The summer issue

Our summer-packed January issue is out now - featuring our guide to summer rieslings, strawberries and seafood recipes, as well as a look at the best of Bali.

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Recipes with peaches

Whether caramelised in a tarte Tartin, paired with slow-roasted pork on top of pizza or tossed through salads, this sweet stone fruit is an excellent addition to summer cooking.

Black Star Pastry to open in Carlton, Melbourne

Instagram’s most famous cake, plus a few other sweet hits, is heading south.

Knives and Ink chef tattoos

What is it about chefs and tattoos? A new book asks the inked to answer for themselves.

Ben Shewry's favourite souvlaki restaurant in Melbourne Kalimera Souvlaki Art

Attica’s chef isn’t happiest when eating soils or smears on his days off, it’s souvlaki. We follow him to his favourite spot.

Seabourn Encore luxury cruise ship

Australia is about to get its first glimpse of Seabourn Encore, a glamorous new addition to the Seabourn fleet.

Berry recipes

Whether it's raspberries paired with chocolate in a layer cake, or blueberries with lemon in a tart; berries are a welcome addition to any dessert. Here are delicious recipes with berries.

Coconut crab and green mango salad

"This salad bursts with fresh, vibrant flavours and became a signature on my Paramount menus," says Christine Manfield. "I capitalised on using green mangoes in many dishes as they became more widely available. Blue swimmer crabs from South Australia have the most delicious sweet meat. It's best to buy them whole, cook them yourself and carefully pick the meat from the shell - a tedious task but it gives the best flavour. This entree also works well with spanner crab meat (you can buy this in packs ready cooked from reliable fishmongers). The sweetness of the crab, the richness of the fresh coconut and the sourness of green mango make a wonderful partnership. It's all about harmony on the palate and using the very best produce."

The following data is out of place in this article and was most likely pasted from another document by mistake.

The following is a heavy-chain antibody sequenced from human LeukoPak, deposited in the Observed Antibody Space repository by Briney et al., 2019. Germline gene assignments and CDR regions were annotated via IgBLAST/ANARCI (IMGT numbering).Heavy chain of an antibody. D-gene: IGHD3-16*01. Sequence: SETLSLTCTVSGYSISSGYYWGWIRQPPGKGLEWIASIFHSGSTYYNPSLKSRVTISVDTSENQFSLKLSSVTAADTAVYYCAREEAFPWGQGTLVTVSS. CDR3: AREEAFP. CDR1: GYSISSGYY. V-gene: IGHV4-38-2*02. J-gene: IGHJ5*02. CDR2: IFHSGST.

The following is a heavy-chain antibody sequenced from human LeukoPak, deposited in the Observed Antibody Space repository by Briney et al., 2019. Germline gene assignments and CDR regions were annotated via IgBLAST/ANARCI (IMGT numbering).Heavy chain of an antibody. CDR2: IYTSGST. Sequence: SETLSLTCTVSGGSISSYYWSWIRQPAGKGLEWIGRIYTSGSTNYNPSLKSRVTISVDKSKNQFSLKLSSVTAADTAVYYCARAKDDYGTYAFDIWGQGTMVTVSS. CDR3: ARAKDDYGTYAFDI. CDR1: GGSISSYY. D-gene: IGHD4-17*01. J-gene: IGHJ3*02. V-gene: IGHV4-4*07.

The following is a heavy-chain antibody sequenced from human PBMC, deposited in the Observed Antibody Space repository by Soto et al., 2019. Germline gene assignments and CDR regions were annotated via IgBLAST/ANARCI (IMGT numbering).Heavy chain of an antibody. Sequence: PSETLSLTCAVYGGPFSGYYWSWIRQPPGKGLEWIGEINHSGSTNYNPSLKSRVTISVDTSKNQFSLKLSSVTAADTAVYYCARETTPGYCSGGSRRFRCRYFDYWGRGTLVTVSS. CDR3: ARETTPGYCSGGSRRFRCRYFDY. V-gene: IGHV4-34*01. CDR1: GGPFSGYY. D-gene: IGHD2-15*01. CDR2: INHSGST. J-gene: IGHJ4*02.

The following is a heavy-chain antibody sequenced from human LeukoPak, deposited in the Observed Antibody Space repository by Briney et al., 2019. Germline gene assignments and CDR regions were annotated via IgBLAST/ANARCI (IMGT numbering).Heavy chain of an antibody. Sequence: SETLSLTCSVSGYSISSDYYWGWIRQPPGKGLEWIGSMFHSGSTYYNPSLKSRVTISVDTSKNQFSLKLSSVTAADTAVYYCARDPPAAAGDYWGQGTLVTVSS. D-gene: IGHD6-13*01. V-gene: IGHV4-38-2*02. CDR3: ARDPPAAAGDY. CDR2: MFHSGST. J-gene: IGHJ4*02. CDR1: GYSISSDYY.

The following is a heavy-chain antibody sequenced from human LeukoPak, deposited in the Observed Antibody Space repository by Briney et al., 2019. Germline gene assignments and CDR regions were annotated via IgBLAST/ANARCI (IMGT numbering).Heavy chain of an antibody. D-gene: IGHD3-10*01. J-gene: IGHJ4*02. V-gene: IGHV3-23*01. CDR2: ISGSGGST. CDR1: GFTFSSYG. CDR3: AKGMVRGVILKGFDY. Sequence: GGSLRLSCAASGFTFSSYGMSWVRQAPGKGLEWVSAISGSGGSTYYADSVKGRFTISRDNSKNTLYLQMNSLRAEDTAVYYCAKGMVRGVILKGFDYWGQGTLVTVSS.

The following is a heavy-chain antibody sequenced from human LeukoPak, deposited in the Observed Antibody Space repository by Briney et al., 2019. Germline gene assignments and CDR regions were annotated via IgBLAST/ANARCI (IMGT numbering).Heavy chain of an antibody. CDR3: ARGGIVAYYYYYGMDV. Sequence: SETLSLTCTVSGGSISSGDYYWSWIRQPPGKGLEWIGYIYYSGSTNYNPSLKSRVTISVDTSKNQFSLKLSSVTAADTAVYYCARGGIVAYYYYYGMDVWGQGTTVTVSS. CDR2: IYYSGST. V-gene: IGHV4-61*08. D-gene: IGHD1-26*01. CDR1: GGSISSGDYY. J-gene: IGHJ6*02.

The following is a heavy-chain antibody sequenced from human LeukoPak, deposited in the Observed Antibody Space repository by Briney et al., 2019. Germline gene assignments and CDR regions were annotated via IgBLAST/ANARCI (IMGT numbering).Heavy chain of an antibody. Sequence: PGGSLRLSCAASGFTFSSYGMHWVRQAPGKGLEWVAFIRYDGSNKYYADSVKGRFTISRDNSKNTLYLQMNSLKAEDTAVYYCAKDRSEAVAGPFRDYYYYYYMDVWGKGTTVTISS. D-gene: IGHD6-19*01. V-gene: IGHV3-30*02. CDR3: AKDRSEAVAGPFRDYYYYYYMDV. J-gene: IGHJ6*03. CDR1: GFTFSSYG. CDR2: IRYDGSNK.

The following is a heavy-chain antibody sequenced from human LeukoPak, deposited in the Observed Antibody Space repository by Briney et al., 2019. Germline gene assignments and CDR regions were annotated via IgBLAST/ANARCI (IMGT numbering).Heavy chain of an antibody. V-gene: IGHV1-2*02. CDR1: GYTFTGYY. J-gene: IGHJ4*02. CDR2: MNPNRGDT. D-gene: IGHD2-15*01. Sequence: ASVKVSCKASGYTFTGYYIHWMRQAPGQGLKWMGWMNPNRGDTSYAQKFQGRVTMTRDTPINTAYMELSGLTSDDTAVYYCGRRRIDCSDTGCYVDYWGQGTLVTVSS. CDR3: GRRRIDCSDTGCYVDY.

Light and healthy recipes

With fresh ingredients and lots of spices, these light and healthy recipes are perfect for summer.

Firedoor, Sydney

Firedoor, Sydney

Firedoor, Sydney

Read our restaurant review of Firedoor, Sydney here

Good things come to those who wait. It was 2011 when Lennox Hastie first started looking at restaurant sites in Sydney, but now the time is ripe, the fuse has been lit and Firedoor is about to explode onto the scene. Did we say "explode"? That would be Hastie's last choice of phrasing; despite his serious kitchen chops and glittering CV, he prefers subtlety to showiness, and while fire is central to his craft, he works his magic with patience and exactitude over the glow of embers rather than in a rush of sparks. But quiet as he may be, his long-awaited arrival on the scene makes for one of the most significant restaurant openings in Australia this year. The slow-burn is about to catch fire.

Born in the UK to an Australian father and a Scottish mother, Hastie spent serious time working at the high-profile likes of Le Manoir aux Quat' Saisons in Oxfordshire, Marc Veyrat's L'Auberge de l'Eridan and Martin Berasategui in San Sebastián. But it was cooking with Victor Arguinzoniz, the chef at Etxebarri, in the Basque country, whom some have dubbed the Ferran Adrià of the hearth, where he found his true calling.

Over several years cooking there side by side, Hastie told GT back in 2009, he and Arguinzoniz transcended their different backgrounds (and the fact that Hastie couldn't speak Spanish, let alone Basque) to "motivate one another to push the limits of grilling" and learning through discovery.

Though he won't be working with the bright-pink Palamós prawns, glass eels and gnarled goose barnacles he knew in Axpe, it's a process Hastie is set to continue at Firedoor in Surry Hills. With the backing of the Fink Group (who also own Quay and Otto), Hastie is opening a 70-seat eatery where the setting is unpretentious but the food is like nothing else in town.

Where some chefs are now turning their backs on immersion circulators and plastic bags in the kitchen, Hastie hasn't even installed a gas line. As at Etxebarri, the Firedoor kitchen will burn five or six woods a day, olive, ironbark, orange, wine barrels and grapevines among them, using their unique qualities to accent ingredients presented with a minimum of ornamentation. Grilled pipis plated simply with garlic shoots and chilli, say, or oysters with guanciale and seaweed.

A wine list designed with the assistance of Master of Wine Ned Goodwin, and cocktails from former Sokyo bartender Phil McElroy round out a very promising package. Firedoor opens to the public Wednesday 29 April: flame on.

Firedoor, open lunch Fri noon-2.30pm; dinner Tue-Sat 5.30-10pm, 23-33 Mary St, Surry Hills, NSW, (02) 8204 0800

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